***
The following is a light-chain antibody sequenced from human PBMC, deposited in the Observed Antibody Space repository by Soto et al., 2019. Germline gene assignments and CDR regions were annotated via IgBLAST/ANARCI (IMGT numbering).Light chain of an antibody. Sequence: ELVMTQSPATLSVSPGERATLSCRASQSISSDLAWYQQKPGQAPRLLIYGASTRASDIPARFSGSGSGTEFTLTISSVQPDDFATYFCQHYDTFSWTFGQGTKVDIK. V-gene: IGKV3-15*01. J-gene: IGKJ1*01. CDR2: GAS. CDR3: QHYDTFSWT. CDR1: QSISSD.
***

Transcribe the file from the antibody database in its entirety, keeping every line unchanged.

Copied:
The following is a light-chain antibody sequenced from human PBMC, deposited in the Observed Antibody Space repository by Soto et al., 2019. Germline gene assignments and CDR regions were annotated via IgBLAST/ANARCI (IMGT numbering).Light chain of an antibody. Sequence: ELVMTQSPATLSVSPGERATLSCRASQSISSDLAWYQQKPGQAPRLLIYGASTRASDIPARFSGSGSGTEFTLTISSVQPDDFATYFCQHYDTFSWTFGQGTKVDIK. V-gene: IGKV3-15*01. J-gene: IGKJ1*01. CDR2: GAS. CDR3: QHYDTFSWT. CDR1: QSISSD.